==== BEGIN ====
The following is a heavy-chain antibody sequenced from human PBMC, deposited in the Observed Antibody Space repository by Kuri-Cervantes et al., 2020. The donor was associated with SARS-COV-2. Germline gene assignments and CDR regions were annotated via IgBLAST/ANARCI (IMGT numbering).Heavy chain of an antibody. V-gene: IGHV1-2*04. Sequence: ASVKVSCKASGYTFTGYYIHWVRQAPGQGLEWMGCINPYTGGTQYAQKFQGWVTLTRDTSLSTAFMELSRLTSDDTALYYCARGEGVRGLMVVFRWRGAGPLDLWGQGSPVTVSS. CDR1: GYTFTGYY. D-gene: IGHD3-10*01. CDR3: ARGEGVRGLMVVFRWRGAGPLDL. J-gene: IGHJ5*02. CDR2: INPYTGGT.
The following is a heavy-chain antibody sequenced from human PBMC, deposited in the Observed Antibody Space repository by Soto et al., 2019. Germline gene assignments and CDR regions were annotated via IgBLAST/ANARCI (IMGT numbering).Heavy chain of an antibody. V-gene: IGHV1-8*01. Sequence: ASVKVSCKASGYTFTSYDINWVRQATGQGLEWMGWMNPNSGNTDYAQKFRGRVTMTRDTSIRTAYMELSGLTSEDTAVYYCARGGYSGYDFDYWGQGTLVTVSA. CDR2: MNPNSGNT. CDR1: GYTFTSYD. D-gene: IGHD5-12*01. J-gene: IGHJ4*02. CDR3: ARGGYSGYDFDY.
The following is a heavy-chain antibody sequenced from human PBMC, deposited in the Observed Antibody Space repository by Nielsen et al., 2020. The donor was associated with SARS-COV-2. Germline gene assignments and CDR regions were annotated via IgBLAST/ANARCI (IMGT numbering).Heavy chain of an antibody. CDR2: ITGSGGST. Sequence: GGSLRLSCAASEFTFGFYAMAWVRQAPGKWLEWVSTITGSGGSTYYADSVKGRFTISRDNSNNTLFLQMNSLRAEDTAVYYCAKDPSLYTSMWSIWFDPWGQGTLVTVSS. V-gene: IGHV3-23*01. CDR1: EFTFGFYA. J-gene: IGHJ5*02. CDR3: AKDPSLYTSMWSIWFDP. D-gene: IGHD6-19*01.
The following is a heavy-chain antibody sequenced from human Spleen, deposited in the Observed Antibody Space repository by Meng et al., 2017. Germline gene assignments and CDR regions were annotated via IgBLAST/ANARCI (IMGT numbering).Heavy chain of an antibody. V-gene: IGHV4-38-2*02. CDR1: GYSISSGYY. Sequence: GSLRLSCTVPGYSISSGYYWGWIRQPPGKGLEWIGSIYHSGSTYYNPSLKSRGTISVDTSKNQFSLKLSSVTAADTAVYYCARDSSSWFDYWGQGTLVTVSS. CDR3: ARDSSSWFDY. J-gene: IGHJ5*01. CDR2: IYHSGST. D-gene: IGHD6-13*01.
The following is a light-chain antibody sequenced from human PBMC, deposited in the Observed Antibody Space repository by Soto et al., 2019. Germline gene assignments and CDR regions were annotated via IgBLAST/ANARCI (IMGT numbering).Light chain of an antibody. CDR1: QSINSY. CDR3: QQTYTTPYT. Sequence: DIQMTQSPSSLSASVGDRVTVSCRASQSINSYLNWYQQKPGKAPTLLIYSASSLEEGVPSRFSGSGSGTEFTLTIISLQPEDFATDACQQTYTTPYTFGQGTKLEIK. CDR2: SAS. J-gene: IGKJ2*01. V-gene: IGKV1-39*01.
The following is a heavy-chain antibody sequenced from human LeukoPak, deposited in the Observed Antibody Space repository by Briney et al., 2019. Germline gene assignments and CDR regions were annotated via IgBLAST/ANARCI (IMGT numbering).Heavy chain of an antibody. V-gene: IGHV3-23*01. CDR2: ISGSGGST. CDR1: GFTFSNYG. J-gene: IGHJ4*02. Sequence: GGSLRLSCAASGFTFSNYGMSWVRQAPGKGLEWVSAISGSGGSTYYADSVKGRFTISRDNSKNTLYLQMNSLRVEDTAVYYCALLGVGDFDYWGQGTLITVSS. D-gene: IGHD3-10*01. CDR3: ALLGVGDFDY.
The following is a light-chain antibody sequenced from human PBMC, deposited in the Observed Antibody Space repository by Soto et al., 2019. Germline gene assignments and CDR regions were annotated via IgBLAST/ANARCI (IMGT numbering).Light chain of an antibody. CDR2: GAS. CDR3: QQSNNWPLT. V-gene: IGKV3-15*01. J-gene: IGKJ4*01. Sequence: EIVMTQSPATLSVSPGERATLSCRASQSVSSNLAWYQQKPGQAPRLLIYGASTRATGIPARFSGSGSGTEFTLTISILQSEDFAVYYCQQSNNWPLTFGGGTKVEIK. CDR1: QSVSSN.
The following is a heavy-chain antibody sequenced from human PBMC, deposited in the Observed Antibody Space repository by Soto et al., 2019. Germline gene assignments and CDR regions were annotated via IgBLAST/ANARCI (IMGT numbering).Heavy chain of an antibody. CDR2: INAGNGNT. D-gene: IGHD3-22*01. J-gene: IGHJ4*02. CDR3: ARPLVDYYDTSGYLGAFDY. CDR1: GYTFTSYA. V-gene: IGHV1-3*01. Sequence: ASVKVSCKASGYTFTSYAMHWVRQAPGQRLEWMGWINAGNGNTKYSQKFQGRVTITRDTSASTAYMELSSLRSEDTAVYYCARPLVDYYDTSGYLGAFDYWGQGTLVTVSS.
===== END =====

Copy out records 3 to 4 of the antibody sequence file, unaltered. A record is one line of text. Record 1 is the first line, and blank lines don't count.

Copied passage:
The following is a heavy-chain antibody sequenced from human PBMC, deposited in the Observed Antibody Space repository by Nielsen et al., 2020. The donor was associated with SARS-COV-2. Germline gene assignments and CDR regions were annotated via IgBLAST/ANARCI (IMGT numbering).Heavy chain of an antibody. CDR2: ITGSGGST. Sequence: GGSLRLSCAASEFTFGFYAMAWVRQAPGKWLEWVSTITGSGGSTYYADSVKGRFTISRDNSNNTLFLQMNSLRAEDTAVYYCAKDPSLYTSMWSIWFDPWGQGTLVTVSS. V-gene: IGHV3-23*01. CDR1: EFTFGFYA. J-gene: IGHJ5*02. CDR3: AKDPSLYTSMWSIWFDP. D-gene: IGHD6-19*01.
The following is a heavy-chain antibody sequenced from human Spleen, deposited in the Observed Antibody Space repository by Meng et al., 2017. Germline gene assignments and CDR regions were annotated via IgBLAST/ANARCI (IMGT numbering).Heavy chain of an antibody. V-gene: IGHV4-38-2*02. CDR1: GYSISSGYY. Sequence: GSLRLSCTVPGYSISSGYYWGWIRQPPGKGLEWIGSIYHSGSTYYNPSLKSRGTISVDTSKNQFSLKLSSVTAADTAVYYCARDSSSWFDYWGQGTLVTVSS. CDR3: ARDSSSWFDY. J-gene: IGHJ5*01. CDR2: IYHSGST. D-gene: IGHD6-13*01.